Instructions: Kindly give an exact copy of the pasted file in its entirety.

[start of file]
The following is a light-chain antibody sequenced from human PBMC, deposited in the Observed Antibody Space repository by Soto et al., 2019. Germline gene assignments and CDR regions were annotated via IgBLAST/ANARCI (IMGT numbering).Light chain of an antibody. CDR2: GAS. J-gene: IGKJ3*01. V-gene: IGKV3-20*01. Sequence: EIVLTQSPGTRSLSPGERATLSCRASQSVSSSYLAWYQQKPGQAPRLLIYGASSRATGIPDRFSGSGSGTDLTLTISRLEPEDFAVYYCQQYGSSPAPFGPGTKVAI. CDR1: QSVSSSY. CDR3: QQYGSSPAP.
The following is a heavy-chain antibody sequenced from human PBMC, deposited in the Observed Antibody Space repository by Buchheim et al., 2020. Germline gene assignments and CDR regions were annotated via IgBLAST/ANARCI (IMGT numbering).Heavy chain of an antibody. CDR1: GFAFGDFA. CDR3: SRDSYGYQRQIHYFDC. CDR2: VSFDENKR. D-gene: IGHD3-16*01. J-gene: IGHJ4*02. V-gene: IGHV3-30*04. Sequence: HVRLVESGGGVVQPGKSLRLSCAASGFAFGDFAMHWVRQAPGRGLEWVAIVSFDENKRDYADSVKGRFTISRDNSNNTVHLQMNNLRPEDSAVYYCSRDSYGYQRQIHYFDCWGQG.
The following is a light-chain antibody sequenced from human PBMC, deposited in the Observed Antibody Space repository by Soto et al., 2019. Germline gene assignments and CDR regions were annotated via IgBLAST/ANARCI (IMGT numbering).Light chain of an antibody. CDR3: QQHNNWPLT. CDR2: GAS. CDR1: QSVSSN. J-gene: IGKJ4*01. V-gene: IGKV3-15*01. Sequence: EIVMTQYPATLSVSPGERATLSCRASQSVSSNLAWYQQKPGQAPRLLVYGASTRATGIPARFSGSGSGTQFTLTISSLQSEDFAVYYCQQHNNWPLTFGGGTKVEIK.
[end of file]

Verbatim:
The following is a light-chain antibody sequenced from human PBMC, deposited in the Observed Antibody Space repository by Soto et al., 2019. Germline gene assignments and CDR regions were annotated via IgBLAST/ANARCI (IMGT numbering).Light chain of an antibody. CDR2: GAS. J-gene: IGKJ3*01. V-gene: IGKV3-20*01. Sequence: EIVLTQSPGTRSLSPGERATLSCRASQSVSSSYLAWYQQKPGQAPRLLIYGASSRATGIPDRFSGSGSGTDLTLTISRLEPEDFAVYYCQQYGSSPAPFGPGTKVAI. CDR1: QSVSSSY. CDR3: QQYGSSPAP.
The following is a heavy-chain antibody sequenced from human PBMC, deposited in the Observed Antibody Space repository by Buchheim et al., 2020. Germline gene assignments and CDR regions were annotated via IgBLAST/ANARCI (IMGT numbering).Heavy chain of an antibody. CDR1: GFAFGDFA. CDR3: SRDSYGYQRQIHYFDC. CDR2: VSFDENKR. D-gene: IGHD3-16*01. J-gene: IGHJ4*02. V-gene: IGHV3-30*04. Sequence: HVRLVESGGGVVQPGKSLRLSCAASGFAFGDFAMHWVRQAPGRGLEWVAIVSFDENKRDYADSVKGRFTISRDNSNNTVHLQMNNLRPEDSAVYYCSRDSYGYQRQIHYFDCWGQG.
The following is a light-chain antibody sequenced from human PBMC, deposited in the Observed Antibody Space repository by Soto et al., 2019. Germline gene assignments and CDR regions were annotated via IgBLAST/ANARCI (IMGT numbering).Light chain of an antibody. CDR3: QQHNNWPLT. CDR2: GAS. CDR1: QSVSSN. J-gene: IGKJ4*01. V-gene: IGKV3-15*01. Sequence: EIVMTQYPATLSVSPGERATLSCRASQSVSSNLAWYQQKPGQAPRLLVYGASTRATGIPARFSGSGSGTQFTLTISSLQSEDFAVYYCQQHNNWPLTFGGGTKVEIK.